Feliks Nowowiejski: Quo Vadis

Poznan Philharmonic Orchestra, Wioletta Chodowicz, Robert Gierlach, Wojtek Gierlach, conducted by Łukasz Borowicz.

CPO

We’re not joking when we say you never know what you might find in the LMS Library, you know! I asked for a review copy of this CD purely because I’d seen the composer’s name on a shelf in the library, expecting a lighter work on the nature of Ancient Rome. This is, however a gargantuan oratorio for choir, soloists, orchestra and organ running to over an hour and a half in length. Similar to the way Coleridge Taylor’s Hiawatha out-performed Handel’s Messiah in this country at one point, so, just about a hundred years ago, Nowowiejski’s Quo Vadis was the biggest hit in concert halls all over Europe. The story, based upon the book of the same name by Henryk Sienkiewicz (who went on to win a Nobel Prize) is an epic saga about Christianity in the time of Nero and the burning of Rome, though the overall theme is generally humanistic and rejects the politicisation of religion. The composer, interestingly, whilst born in Poland, did not speak the language and so set the oratorio originally in German, but the present recording has been painstakingly translated into the language of the novel on which the oratorio is based. 

It is genuinely hard to describe the overwhelming impact of hearing this piece for the first time. Upon it’s premiere at the Concertgebouw in Amsterdam, the Dutch press raved “when the final chords subsided, indescribable enthusiasm erupted in the hall” and the impact spread like wildfire across Europe’s concert venues. The music is relatively conservative for a piece written in the early twentieth century, but it masterfully combines high romanticism with plainsong chant and other elements suggesting an ancient story.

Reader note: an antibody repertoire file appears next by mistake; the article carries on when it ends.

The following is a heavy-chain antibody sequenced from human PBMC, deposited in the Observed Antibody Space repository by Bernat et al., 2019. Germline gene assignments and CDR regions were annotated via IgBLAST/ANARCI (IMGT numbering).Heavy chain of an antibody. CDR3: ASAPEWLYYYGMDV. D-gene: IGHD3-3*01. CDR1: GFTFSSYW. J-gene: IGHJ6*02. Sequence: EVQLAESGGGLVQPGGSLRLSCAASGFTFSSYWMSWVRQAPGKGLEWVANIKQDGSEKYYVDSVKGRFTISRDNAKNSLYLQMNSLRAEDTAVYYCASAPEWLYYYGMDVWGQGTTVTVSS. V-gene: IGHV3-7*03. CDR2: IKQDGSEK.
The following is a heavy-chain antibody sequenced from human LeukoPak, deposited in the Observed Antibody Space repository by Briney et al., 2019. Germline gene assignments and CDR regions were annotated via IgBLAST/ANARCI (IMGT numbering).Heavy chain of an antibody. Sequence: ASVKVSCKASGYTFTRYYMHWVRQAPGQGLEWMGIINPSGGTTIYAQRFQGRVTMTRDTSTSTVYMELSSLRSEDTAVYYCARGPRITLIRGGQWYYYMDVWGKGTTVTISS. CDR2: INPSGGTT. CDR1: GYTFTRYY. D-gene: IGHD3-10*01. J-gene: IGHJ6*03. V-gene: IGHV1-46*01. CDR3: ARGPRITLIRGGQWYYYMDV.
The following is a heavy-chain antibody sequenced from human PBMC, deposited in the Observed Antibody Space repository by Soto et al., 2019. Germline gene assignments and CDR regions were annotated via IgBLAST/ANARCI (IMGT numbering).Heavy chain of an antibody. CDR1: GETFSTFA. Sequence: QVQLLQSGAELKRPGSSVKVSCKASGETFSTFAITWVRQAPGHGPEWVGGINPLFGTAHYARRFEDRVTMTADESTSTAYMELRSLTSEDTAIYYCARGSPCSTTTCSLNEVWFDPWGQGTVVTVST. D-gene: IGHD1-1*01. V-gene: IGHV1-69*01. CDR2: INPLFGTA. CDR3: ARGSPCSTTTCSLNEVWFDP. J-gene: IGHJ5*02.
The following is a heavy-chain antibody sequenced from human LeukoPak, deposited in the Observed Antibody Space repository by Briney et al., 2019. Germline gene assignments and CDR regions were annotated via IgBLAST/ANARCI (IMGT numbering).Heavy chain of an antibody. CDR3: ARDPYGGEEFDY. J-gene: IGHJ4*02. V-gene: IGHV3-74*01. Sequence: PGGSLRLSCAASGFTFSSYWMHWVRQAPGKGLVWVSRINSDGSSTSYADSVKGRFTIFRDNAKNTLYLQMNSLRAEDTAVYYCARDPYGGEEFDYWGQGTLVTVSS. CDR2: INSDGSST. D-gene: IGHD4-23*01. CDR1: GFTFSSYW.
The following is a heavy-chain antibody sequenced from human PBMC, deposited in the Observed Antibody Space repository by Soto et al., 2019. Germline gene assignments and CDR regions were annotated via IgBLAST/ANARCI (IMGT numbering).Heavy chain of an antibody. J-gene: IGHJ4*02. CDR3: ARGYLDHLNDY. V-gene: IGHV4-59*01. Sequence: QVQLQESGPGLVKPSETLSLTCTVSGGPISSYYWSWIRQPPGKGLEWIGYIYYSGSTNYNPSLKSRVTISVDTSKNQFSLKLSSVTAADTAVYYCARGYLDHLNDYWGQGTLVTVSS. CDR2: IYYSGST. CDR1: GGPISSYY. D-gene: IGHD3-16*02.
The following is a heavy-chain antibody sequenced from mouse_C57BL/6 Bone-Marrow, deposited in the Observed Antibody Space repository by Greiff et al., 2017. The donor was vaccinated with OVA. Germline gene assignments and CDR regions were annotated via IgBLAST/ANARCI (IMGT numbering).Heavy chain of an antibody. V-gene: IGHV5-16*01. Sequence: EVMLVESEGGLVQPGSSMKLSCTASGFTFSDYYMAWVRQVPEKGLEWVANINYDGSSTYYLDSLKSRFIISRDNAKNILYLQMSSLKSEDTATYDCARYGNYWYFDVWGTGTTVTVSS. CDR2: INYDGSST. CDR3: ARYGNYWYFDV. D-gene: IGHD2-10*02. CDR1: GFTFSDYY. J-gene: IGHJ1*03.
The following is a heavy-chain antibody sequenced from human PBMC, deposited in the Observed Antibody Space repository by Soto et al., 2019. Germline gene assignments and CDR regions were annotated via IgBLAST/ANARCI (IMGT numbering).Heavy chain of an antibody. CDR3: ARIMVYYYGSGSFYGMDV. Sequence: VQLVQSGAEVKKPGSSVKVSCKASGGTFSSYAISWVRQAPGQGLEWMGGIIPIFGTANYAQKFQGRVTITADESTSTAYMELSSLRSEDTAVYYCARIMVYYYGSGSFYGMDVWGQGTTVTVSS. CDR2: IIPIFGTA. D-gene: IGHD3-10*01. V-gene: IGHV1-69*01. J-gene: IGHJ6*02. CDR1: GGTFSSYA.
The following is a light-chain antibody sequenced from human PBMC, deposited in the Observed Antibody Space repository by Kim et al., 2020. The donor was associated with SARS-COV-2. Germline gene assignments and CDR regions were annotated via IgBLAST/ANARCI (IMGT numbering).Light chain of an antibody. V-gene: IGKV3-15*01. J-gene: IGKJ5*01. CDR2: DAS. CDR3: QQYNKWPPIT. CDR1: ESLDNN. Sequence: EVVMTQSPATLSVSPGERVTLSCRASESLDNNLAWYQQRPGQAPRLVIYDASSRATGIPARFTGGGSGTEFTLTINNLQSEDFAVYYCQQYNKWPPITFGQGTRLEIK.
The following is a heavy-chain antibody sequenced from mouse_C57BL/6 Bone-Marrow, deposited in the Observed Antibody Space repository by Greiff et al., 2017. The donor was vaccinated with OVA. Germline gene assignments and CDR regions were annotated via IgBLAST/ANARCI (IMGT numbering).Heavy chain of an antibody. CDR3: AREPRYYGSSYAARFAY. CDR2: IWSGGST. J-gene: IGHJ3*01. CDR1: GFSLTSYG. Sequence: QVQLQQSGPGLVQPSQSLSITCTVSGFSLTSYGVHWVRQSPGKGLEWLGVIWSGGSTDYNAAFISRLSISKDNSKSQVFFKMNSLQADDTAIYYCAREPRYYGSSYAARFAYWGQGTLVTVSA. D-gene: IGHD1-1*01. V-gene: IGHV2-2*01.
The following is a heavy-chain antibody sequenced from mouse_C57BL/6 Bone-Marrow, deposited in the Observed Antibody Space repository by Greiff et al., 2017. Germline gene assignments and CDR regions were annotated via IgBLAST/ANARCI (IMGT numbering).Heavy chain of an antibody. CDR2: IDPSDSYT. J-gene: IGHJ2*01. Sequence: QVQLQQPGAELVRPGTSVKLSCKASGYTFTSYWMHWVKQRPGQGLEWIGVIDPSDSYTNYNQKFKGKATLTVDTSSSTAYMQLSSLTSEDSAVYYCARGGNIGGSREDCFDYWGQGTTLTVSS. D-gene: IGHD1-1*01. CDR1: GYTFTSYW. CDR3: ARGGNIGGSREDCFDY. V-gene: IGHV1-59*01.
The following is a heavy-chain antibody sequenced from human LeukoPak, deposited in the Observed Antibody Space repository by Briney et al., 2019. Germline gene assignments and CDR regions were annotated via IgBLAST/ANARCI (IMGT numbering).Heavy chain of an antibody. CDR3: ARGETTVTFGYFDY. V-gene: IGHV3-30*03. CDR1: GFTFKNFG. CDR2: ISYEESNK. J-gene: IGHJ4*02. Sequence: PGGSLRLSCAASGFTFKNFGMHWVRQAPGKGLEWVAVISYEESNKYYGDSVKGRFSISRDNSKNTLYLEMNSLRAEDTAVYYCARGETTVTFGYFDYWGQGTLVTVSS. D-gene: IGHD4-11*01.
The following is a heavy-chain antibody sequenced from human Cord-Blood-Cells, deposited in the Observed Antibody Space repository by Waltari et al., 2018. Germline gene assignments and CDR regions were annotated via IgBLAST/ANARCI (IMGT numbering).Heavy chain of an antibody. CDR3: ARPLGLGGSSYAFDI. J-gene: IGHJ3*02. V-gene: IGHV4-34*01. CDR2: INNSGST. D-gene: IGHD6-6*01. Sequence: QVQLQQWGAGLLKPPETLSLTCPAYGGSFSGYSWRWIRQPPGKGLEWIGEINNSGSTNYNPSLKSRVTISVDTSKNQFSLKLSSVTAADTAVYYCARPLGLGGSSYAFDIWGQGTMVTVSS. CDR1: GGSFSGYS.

The performances are just phenomenal: choir and orchestra do a magnificent job without a note out of place and the diction of the massed voices is second to none. Both Gierlachs (I’m not sure if they are related, but they are both graduates of the same establishment under the same teachers at roughly the same time) excel as baritone and bass soloists respectively. Especially moving are Robert’s arias in the character of St. Peter. Chodowicz’s voice is a superbly rich soprano and her performance in the work is incredibly powerful without ever being over-the-top. 

This oratorio is a genuinely major work and I hope we can see a rekindled enthusiasm for it as this recording will undoubtedly garner much attention. There is a well assembled booklet with the CD but sadly no libretto. Fear not, however, as there is a detailed synopsis and more than one essay commentary on the work including a generous and enthusiastic interpretation by the conductor Maestro Borowicz. A must hear for lovers of large scale choral works. DA

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